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New focus on Made in USA fashion

19 Mar 2014


After the manufacturing tragedy in Bangladesh, global high street leaders are looking at alternative solutions to increase clothing production safety in developing countries as much as sourcing manufacturing closer to home.  In America, Made in the USA is as much a retail issue as it is a political one.

The American Apparel and Footwear Association, AAFA, has been promoting the Made in USA movement by providing more accessible resources to companies wishing to source their production closer to home.

interest in American made products

“Made in the USA — it’s a hot topic,” said Stephen Lamar, executive AAFA vice president told WWD. “Over the last couple of years, lots of individuals were trying to build a business case for Made in USA."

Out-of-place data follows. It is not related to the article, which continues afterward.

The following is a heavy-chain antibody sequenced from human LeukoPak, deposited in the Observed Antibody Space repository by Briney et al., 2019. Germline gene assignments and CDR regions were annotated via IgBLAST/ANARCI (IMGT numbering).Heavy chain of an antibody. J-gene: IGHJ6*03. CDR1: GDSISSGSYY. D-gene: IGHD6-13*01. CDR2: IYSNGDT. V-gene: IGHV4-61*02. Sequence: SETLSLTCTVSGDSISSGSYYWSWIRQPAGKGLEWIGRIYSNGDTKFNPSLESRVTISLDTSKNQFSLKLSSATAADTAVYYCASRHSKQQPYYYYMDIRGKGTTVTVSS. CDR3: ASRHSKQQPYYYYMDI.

Incoming AAFA chairman Rick Helfenbein, said: “There is a lot we can do to gain exposure for Made in USA. It depends on taking what already exists and making it clearly visible to everybody, meaning identifying all of the fabric mills, identifying all of the potential manufacturing sites. We know the desire is there and the demand is there. How it will rise will depend on what the market will bear.”

But there are challenges to producing products in the US, noted Philip Williamson, chairman, president and Chief Executive Officer of Williamson-Dickie Manufacturing Co., which has a significant domestic manufacturing presence.

“It is still a challenge because it is hard to find the workforce,” he said. “There are not many domestic sewing operators or footwear producers, so that is a challenge, and costs are still pretty prohibitive, depending on the type of item you are making.”

The AAFA is the national trade association representing apparel, footwear and other sewn products companies, and their suppliers, which compete in the global market.

Image: Made in USA
Made in USA